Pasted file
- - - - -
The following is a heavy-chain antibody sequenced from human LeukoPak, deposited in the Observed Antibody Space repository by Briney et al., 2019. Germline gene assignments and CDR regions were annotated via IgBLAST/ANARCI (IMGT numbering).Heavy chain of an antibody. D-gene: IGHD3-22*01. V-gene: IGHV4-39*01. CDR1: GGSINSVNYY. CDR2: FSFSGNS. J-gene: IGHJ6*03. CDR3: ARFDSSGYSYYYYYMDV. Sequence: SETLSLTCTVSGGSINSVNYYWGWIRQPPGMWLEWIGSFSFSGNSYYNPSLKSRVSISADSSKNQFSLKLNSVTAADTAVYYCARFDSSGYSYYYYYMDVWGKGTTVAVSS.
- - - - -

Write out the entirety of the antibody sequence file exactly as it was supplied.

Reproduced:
The following is a heavy-chain antibody sequenced from human LeukoPak, deposited in the Observed Antibody Space repository by Briney et al., 2019. Germline gene assignments and CDR regions were annotated via IgBLAST/ANARCI (IMGT numbering).Heavy chain of an antibody. D-gene: IGHD3-22*01. V-gene: IGHV4-39*01. CDR1: GGSINSVNYY. CDR2: FSFSGNS. J-gene: IGHJ6*03. CDR3: ARFDSSGYSYYYYYMDV. Sequence: SETLSLTCTVSGGSINSVNYYWGWIRQPPGMWLEWIGSFSFSGNSYYNPSLKSRVSISADSSKNQFSLKLNSVTAADTAVYYCARFDSSGYSYYYYYMDVWGKGTTVAVSS.